15 Essential Books for Your Summer Reading List

June 24, 2019
Posted in Student Tips
June 24, 2019 ACS

School is out for summer, and you’re prepping for your senior year of high school or perhaps your first year of college. While much of your preparations might include planning your classes or shopping for a new wardrobe, make sure to set aside some time for reading.

Yes, reading. But don’t worry; there are no term papers due at the end of August. There are plenty of reasons to read outside of school assignments, such as:

  • Develop a wider vocabulary
  • Expand your worldview by exploring different times, places, and cultures
  • Learn grammar and punctuation rules automatically, through exposure
  • Develop your own writing style by exposing yourself to others
  • Put a more personal spin on history, geography, political science, and psychology lessons
  • Enjoyment; you might surprise yourself!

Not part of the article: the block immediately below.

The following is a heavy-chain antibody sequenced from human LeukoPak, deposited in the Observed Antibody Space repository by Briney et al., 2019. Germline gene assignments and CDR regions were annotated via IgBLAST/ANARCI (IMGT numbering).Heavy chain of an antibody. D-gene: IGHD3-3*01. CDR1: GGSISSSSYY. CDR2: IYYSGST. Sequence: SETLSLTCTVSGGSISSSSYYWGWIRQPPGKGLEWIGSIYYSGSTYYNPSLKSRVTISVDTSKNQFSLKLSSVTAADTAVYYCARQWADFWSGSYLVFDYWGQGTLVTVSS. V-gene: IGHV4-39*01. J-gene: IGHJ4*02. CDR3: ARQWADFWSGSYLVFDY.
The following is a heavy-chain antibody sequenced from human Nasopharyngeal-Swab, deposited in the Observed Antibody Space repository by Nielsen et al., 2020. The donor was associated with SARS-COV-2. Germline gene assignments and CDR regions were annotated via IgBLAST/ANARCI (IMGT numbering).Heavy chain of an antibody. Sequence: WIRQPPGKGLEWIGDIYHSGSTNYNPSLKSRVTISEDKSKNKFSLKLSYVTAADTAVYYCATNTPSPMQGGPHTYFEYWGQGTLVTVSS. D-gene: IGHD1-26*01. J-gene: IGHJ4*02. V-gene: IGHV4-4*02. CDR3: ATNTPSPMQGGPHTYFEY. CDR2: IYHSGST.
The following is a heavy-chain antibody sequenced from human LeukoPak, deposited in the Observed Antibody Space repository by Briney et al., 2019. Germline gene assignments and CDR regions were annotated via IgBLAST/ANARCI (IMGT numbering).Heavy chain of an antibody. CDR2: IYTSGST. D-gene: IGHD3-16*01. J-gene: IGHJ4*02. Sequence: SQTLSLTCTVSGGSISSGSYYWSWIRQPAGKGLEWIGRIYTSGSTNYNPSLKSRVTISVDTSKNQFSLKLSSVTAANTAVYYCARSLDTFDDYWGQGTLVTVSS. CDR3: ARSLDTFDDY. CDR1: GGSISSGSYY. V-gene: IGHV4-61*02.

And, of course, there’s always peer pressure and the fear of missing out: When you get to college, you don’t want to find that many other students have read books that you haven’t. No one can read every book on the planet, but some are definite favorites of college professors and students. Consider these classic titles for your summer reading list…

  • Lord of the Flies, by William Golding
  • 1984, by George Orwell
  • Crime and Punishment, by Fyodor Dostoyevsky
  • The Art of Happiness, by the Dalai Lama and Howard C Cutler
  • Paradise Lost, by John Milton
  • Animal Farm, by George Orwell
  • The Handmaid’s Tale, by Margaret Atwood
  • The Stranger, by Albert Camus
  • To Kill a Mockingbird, by Harper Lee
  • Slaughterhouse Five, by Kurt Vonnegut
  • One Hundred Years of Solitude, by Gabriel Garcia Marquez
  • Hamlet, by William Shakespeare
  • The Grapes of Wrath, by John Steinbeck
  • This Side of Paradise, by F Scott Fitzgerald
  • Civilization and Its Discontents, by Sigmund Freud

The above are just a sampling of suggestions, of course, and there are many other books that are just as valuable. The important thing is to choose books you enjoy, but that also challenge you. If it feels too easy and too relatable, you’re probably not challenging yourself enough. Once you find yourself thinking, “Wow, I never considered that before”, you’re on the right track. Have fun, and who knows; you might even spark a new interest that you wouldn’t have otherwise discovered.






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